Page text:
Did the best team lose another
It seems a contradiction but I’ve never met as many people after an All-Ireland final saying that the best team lost. Mayo are old hands at it by now.
It was their best ever display in a final, but I’m not so sure about the argument that they were the best team. The team with the best players usually wins and that’s how it turned out on Sunday. When the chips were down Dublin knew how to win the game.
But to lose out again by a single point was like twisting the knife; a five or six point defeat would have been easier to take for Mayo.
Is there a curse? Does bad luck run with this Mayo team? One thing’s for sure, fate is not on their side. They should have been five or six points up at half-time on Sunday, but they only have themselves to blame for that. They will point to a number of refereeing decisions; a couple of penalty decisions which could have gone for them, but then they also pressed the self-destruct button with Donal Vaughan’s red card and Jason Doherty not availing of a great goal chance.
Andy Moran up front and Chris Barrett at centre half-back were magnificent with Moran scoring 0-3 and setting up two clear cut goal chances. Barrett was like a rock, something close to Karl Lacey at his best, but he did blot the copybook with the foul that led to Dean Rock’s winner.
But why was Aidan O’Shea standing by looking on as James McCarthy fielded the kick-out that led to the winning free? O’Shea was a passenger when Mayo needed him most, so much so that McCarthy ended up man of the match.
The margins, as we know, are small between victory and defeat and these sides know each other so well and are versed in all sorts of stunts. The ‘ingenuity’ of trying to use GPS to find Sam didn’t quite work out for Lee Keegan, but our own Eamon McGee saw the funny side in a tweet!
One issue from the refereeing side of things which cropped up is something of a bugbear - the advantage rule. And it’s not just Joe McQuillan. How many referees apply the advantage rule, but when the player takes the advantage and is fouled again, does not give the second foul, but takes the ball back for the original infringement? On Sunday Lee Keegan was fouled outside the Dublin 13m line but then taken to ground inside the big rectangle for a clear penalty, but the referee awarded the original free.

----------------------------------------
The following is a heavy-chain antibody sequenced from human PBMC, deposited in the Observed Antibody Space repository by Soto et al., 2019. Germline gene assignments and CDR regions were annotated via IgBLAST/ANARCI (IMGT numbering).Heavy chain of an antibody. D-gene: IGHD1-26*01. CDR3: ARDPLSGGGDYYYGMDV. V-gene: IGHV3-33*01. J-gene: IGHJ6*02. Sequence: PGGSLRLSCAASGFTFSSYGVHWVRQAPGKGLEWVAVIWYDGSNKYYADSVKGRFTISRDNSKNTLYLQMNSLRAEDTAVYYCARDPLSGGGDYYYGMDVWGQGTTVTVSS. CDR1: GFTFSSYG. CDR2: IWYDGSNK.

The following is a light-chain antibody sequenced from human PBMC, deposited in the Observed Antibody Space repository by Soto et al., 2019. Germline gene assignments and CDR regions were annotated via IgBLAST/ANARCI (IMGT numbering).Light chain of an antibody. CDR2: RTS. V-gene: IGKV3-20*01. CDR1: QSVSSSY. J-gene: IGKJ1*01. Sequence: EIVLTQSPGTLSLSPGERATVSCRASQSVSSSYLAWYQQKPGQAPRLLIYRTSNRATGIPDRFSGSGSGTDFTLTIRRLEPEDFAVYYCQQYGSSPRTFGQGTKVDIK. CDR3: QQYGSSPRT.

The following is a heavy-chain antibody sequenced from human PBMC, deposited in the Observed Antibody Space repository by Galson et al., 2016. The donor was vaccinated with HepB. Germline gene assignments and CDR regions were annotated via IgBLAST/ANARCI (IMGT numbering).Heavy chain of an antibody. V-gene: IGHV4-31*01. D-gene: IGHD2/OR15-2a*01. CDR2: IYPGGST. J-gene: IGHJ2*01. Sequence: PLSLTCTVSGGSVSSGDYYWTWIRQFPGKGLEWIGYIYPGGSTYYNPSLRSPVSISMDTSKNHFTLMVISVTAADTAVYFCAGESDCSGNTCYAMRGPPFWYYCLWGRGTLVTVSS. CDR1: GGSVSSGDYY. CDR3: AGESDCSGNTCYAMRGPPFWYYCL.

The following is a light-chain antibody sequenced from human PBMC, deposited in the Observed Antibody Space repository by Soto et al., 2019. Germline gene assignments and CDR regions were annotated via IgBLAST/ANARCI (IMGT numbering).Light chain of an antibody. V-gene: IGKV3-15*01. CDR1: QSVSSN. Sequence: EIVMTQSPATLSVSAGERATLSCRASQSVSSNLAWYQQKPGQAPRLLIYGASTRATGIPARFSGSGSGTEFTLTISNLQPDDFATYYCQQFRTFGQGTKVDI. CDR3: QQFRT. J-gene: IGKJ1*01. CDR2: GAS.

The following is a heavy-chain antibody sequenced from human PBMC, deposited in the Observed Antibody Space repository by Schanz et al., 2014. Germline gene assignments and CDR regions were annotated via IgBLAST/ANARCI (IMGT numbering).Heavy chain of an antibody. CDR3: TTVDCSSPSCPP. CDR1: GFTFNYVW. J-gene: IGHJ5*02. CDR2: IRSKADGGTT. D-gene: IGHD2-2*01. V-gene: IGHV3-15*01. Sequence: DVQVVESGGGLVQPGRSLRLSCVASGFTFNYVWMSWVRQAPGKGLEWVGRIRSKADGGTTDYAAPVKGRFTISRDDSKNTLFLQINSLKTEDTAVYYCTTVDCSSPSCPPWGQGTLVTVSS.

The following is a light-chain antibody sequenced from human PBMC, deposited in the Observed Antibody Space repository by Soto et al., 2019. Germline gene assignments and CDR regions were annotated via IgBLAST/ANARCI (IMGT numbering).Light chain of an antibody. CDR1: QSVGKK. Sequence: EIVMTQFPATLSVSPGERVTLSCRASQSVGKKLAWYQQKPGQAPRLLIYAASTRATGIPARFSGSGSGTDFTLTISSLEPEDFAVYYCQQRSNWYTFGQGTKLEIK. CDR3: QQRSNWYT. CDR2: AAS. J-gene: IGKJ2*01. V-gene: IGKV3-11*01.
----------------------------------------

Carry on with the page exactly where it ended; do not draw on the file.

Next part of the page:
This seems to be the way most referees interpret the rule. This week I contacted a referee in Donegal who was adamant that where a second foul occurs from the advantage, the second foul should be awarded. And when you Google the subject, a Referee’s Handbook for GAA referees has the following on the Advantage Rule:
“If, during the advantage period, another foul is committed against the team which received the original advantage, then a free kick/puck will be awarded for the “second” foul if it is considered more advantageous than the original.”
All referees should take a look at this wording!
While Dublin set another record in bringing Sam Maguire home for a third year in-a-row, another player set Croke Park alight on Sunday. What a talent Kerry have in David Clifford. Scoring 4-4 in an All-Ireland final is some performance, and he has been doing that all year.
In relation to Clifford’s display, I received a lovely letter from Danny Lafferty of Creeslough pointing out the scoring feat of one Brian McLaughlin on the big stage. McLaughlin also hit 4-4 (ironically against Kerry) in the All-Ireland Vocational Schools’ semi-final in 1995 and then went on to fire 1-6 in the final against Leitrim in Croke Park. McLaughlin is still firing goals for St. Michael’s seniors and also for Donegal Masters.
Wonder if David Clifford will still be going when he’s 40?
Also in relation to Clifford, Eamon McGee was also lively on Twitter with another twist of irony!
Coleman a credit to Killybegs
Seamus Coleman brought the crowds out last weekend when he returned home to assist with the fundraising venture for his first club, St. Catherine’s FC. The Blue Haven in Kilcar was packed to capacity, which was no coincidence.
Coleman is now box office and yet he remains one of the most down to earth footballers you will ever meet.
He may not like the analogy but he to soccer what Daniel O’Donnell is to entertainment or Anthony Molloy or Michael Murphy is to Gaelic football. He is a true Donegal legend who carries himself just like the others mentioned, with a pride of place but also a humility that doesn’t always go with the territory.
And speaking of Anthony Molloy, RTE didn’t cover themselves in much glory on Sunday by only showing a glimpse of the Donegal 1992 team who were honoured at the All-Ireland final. There was a time when the Jubilee team were given much more prominence and it is something that should be brought to the attention of those in TV land.